The average life expectancy of a conventional septic system is approximately 25 years, depending on its usage and maintenance; however, many systems can exceed that with proper care and usage. New septic systems can be costly, so it’s important to care for them routinely and well.
Tips for maintaining older septic systems
Following these care practices may help extend the life of your system.
- Guard against extra water entering your septic system. Leaky faucets, running commodes and malfunctioning water softeners can put extra water into the system and flood out the absorption area.
- Spread out the septic system usage. Too much water entering the system at one time can flood it out. Avoid doing too many consecutive loads of laundry — in larger families, stagger shower/bathing times.
- Only allow paper and waste to enter the septic system.
- Pump out the solids on a regular basis. This prevents extra solids from exiting the tank and clogging up the absorption area prematurely. Septic system pumpings should generally be scheduled every three to five years.
- Do not build any permanent structures over any portion of the septic system. The tank should be accessible for pumping and the soil in the absorption area needs oxygen. Building over or near the system can result in greater expenses down the road.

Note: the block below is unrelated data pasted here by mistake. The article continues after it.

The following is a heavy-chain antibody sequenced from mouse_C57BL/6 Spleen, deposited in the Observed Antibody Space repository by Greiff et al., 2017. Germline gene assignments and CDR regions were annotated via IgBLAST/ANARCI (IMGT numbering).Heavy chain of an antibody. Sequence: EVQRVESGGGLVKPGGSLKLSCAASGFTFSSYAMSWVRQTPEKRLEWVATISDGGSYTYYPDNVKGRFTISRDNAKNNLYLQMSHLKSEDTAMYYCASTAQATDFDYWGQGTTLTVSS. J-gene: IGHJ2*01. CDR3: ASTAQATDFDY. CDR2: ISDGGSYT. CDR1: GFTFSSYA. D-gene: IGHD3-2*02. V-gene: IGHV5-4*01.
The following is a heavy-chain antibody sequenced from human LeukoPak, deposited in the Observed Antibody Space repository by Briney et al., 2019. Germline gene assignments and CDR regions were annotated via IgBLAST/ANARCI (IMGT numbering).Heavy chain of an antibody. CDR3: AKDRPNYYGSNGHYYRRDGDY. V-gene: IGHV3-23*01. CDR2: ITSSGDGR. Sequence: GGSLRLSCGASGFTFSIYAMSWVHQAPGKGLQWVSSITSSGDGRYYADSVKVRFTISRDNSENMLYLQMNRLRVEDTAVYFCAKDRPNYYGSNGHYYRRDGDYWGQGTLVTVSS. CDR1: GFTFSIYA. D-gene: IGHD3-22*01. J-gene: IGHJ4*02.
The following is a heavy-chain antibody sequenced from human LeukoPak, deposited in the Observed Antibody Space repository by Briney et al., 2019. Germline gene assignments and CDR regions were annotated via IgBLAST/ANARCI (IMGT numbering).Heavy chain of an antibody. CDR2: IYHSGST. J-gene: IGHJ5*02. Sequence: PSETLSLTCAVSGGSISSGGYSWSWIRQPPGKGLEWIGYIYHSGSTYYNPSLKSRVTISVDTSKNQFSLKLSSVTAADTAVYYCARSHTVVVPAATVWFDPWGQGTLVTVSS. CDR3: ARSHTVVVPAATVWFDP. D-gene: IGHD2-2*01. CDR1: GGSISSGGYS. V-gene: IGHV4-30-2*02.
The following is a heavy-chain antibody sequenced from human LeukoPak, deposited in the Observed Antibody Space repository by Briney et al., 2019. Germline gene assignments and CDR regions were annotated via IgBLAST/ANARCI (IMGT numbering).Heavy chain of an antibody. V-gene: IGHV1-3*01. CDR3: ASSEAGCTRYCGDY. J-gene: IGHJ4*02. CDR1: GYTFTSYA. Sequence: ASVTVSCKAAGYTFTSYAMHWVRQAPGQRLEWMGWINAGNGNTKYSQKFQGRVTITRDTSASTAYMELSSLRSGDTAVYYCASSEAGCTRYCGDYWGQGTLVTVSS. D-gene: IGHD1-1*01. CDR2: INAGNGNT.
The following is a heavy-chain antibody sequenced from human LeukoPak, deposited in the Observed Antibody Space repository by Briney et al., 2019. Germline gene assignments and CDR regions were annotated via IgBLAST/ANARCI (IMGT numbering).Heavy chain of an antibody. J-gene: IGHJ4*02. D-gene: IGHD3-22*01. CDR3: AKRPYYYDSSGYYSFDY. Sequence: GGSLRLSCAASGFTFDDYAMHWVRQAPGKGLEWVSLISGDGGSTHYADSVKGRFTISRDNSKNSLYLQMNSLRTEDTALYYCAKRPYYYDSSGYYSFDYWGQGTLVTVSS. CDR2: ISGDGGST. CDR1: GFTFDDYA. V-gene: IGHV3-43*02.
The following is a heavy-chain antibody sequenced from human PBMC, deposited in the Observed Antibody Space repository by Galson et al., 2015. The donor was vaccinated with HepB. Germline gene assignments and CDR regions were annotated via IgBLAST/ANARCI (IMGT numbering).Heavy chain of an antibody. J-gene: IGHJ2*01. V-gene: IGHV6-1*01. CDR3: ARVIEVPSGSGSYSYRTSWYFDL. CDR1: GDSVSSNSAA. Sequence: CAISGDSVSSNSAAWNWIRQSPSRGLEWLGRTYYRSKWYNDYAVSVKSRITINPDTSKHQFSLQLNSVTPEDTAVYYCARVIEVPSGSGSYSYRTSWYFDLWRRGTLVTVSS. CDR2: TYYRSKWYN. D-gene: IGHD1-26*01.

- Do not drive heavy equipment or machinery over any portion of the septic system. This can crush components and cause expensive repairs, or even require a new system.
- Additives are not necessary. Using additives is like flushing money down the toilet.
- Use cleaning chemicals in moderation to avoid killing the bacteria in the septic tank.
- Consider re-routing laundry water onto the lawn. This takes volume of liquids off of the septic system and can extend the life of a septic system that may be on the verge of failing. Regulations for this vary. For example, Texas allows the greywater from the washing machine to remain disconnected from the septic system if it was disconnected prior to 2005.
Septic system regulations have changed
Septic system regulations have changed drastically over the last 15 years. Often older septic systems that do not meet current regulations are grandfathered as long as they are functioning properly and are not creating a health hazard. However, once an older septic system is in need of repair, it may require bringing the entire system up to current regulations, which may necessitate the installation of an entirely new system.
Concerned about your septic system’s age or performance? Contact Van Delden online or give us a call at 210.698.2000 (San Antonio) or 830.249.4000 (Boerne) to schedule a consultation or inspection.